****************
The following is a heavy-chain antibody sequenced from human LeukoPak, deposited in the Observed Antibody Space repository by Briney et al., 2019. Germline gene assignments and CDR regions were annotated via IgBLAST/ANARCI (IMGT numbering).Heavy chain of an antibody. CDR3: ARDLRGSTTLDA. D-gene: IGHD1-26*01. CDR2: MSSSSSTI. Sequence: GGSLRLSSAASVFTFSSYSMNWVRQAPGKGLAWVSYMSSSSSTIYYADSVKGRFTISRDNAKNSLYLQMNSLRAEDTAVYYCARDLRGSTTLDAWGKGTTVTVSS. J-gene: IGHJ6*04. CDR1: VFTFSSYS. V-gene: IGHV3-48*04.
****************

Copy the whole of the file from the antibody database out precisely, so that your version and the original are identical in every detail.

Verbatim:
The following is a heavy-chain antibody sequenced from human LeukoPak, deposited in the Observed Antibody Space repository by Briney et al., 2019. Germline gene assignments and CDR regions were annotated via IgBLAST/ANARCI (IMGT numbering).Heavy chain of an antibody. CDR3: ARDLRGSTTLDA. D-gene: IGHD1-26*01. CDR2: MSSSSSTI. Sequence: GGSLRLSSAASVFTFSSYSMNWVRQAPGKGLAWVSYMSSSSSTIYYADSVKGRFTISRDNAKNSLYLQMNSLRAEDTAVYYCARDLRGSTTLDAWGKGTTVTVSS. J-gene: IGHJ6*04. CDR1: VFTFSSYS. V-gene: IGHV3-48*04.